Bern, 06.05.2021 - The federal government has signed another contract with the biotech firm Moderna, writes the Swiss Federal Council.
This will ensure a sufficient supply of mRNA vaccine for the Swiss population in 2022. The new contract provides for the delivery of a total of 7 million doses in early 2022. The federal government also has the option of acquiring an additional 7 million doses during the course of 2022. The federal government is working hard to ensure the continued supply of COVID-19 vaccine for the Swiss population. This new contract means Switzerland is well equipped to tackle future virus mutations.
Moderna is currently researching a booster shot that will also target emerging virus strains to ensure a high level of protection next year too. This is subject to a modified Moderna vaccine being reviewed by the Swiss Agency for Therapeutic Products Swissmedic and authorised for use.
The federal government is currently focusing on mRNA vaccines to protect the Swiss population. These vaccines are proving to be highly effective and well tolerated.
The Moderna vaccine is based on this technology. Switzerland was one of the first countries to sign a contract with Moderna back in 2020. Because vaccine production and availability involve a great deal of uncertainty, the federal government continues to consider different vaccine technologies from different vaccine manufacturers.
It is still in talks with a number of vaccine manufacturers. To date, the federal government has signed contracts with five vaccine manufacturers: Moderna (13.5 million vaccine doses for 2021 and 7 million for 2022), Pfizer/BioNTech (approx.
6 million doses), AstraZeneca (approx. 5.3 million doses), Curevac (5 million doses) and Novavax (6 million doses).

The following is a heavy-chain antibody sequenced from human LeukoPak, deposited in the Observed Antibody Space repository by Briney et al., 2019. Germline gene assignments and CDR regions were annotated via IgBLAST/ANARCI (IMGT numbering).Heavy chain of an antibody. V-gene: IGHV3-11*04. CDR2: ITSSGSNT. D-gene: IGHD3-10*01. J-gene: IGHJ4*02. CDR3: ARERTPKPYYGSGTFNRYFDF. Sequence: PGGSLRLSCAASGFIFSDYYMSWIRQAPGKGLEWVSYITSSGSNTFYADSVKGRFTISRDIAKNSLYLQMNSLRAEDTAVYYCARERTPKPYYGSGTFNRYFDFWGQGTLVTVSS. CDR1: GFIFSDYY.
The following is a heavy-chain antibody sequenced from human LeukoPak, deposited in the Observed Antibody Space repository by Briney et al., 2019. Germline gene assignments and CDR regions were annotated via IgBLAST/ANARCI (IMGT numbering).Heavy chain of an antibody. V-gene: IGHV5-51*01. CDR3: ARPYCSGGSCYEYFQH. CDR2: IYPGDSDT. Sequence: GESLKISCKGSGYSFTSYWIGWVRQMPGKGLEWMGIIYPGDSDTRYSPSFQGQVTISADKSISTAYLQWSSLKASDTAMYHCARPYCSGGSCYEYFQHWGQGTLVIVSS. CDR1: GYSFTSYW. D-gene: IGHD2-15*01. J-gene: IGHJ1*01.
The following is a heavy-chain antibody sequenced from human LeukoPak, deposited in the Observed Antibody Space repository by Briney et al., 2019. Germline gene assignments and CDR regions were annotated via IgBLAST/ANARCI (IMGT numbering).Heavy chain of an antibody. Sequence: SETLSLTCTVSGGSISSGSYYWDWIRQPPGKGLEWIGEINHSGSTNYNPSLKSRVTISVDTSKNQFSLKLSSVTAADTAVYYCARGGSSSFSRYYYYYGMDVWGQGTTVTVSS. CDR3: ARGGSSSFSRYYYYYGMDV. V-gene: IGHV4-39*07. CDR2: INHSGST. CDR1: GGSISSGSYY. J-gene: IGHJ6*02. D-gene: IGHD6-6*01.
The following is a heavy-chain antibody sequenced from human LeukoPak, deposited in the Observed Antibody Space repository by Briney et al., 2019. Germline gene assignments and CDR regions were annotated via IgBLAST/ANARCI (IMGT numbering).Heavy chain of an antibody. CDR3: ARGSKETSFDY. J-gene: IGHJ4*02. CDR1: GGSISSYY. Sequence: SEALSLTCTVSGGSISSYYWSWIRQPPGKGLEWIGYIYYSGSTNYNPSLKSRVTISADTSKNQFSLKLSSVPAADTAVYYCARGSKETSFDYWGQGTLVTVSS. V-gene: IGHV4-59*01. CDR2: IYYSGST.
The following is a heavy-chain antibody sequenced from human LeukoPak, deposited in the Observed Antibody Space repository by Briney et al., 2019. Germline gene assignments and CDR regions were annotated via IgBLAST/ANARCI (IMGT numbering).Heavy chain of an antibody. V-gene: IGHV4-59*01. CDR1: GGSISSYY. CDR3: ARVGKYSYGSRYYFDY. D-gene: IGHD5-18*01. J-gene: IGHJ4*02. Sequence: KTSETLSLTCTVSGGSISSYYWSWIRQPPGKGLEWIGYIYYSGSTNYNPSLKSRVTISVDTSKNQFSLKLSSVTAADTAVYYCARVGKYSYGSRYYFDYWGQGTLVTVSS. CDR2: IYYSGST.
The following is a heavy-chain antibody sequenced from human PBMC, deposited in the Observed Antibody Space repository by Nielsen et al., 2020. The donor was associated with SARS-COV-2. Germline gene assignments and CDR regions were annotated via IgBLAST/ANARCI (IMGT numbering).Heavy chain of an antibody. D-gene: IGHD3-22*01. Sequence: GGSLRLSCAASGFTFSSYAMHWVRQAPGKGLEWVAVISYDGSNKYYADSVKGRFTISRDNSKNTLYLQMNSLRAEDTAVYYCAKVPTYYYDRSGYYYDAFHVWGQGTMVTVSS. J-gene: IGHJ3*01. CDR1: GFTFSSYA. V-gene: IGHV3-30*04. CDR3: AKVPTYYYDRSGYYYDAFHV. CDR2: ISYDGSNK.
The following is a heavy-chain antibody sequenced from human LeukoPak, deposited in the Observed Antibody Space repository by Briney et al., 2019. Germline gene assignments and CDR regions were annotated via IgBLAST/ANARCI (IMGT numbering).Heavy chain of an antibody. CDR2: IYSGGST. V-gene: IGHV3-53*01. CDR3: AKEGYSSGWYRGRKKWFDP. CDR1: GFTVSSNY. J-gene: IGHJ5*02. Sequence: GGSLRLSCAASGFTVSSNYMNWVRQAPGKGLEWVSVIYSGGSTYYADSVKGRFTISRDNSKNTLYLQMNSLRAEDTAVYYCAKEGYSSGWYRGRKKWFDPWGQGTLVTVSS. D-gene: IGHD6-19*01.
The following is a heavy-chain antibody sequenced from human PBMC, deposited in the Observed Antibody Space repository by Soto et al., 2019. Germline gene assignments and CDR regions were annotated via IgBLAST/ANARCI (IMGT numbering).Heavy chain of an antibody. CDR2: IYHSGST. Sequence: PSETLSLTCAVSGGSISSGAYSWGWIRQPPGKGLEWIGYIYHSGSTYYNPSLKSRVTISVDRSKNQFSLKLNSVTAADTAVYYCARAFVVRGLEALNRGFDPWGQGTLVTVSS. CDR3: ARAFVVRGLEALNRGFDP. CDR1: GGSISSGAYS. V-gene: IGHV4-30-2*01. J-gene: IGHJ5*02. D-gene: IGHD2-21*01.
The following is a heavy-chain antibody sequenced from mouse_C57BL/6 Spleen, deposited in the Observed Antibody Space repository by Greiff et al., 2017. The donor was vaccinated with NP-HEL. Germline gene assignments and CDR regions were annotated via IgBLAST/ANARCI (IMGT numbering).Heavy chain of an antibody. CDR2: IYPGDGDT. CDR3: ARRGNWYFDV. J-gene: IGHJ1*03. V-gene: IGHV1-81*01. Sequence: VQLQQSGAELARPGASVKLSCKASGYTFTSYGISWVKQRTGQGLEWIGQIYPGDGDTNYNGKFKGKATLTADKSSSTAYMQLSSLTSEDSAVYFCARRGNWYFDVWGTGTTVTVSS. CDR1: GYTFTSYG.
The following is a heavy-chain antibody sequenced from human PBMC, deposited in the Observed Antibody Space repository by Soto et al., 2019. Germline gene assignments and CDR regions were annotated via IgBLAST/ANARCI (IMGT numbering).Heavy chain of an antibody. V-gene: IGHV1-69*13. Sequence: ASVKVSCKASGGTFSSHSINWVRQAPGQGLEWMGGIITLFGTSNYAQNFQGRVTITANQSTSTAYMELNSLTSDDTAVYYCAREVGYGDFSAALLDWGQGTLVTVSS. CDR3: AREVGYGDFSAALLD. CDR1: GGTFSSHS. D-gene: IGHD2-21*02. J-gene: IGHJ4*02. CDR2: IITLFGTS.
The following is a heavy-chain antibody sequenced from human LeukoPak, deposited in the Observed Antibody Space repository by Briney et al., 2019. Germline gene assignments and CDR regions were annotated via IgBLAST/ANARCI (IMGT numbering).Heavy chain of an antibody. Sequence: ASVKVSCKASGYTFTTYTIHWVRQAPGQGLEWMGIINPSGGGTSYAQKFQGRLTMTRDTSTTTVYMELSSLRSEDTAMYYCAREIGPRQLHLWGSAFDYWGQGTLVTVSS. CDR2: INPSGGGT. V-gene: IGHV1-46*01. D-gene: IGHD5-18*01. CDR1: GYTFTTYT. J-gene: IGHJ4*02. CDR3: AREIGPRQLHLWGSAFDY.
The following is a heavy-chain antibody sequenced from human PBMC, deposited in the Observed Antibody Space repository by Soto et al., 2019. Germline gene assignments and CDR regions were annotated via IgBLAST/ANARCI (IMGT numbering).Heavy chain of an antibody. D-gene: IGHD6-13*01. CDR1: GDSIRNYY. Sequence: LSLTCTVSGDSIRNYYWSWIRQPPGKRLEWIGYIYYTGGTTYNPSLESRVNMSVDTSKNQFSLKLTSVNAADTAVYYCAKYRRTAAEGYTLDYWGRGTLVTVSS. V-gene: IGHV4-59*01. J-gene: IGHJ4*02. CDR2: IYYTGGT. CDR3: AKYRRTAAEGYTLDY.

At present, the Moderna and BioNTech/Pfizer vaccines are in use in the cantons; the other COVID-19 vaccines are still awaiting authorisation. Procuring vaccines from different manufacturers is designed to guarantee a sufficient supply of authorised vaccine, even if there are supply problems.
Switzerland has enough vaccine in 2021 to allow children and adolescents to be vaccinated too – provided the vaccines are authorised for this target group. It has also secured a sufficient number of vaccine doses for 2022 to offer the entire population a very high level of immunisation protection.
The federal government will consider sharing vaccines with other countries if they are not needed in Switzerland. mRNA vaccine technologyLike BioNTech and Curevac, Moderna relies on a novel technology called mRNA.
mRNA is a type of messenger molecule that carries instructions on how to make proteins. These instructions provide the body’s cells with the information they need to produce a virus protein.
As soon as the protein is produced in the body, the immune system recognises it as foreign and produces antibodies to fight the virus. The immune response prepares the body to fight the virus if it encounters it in future.
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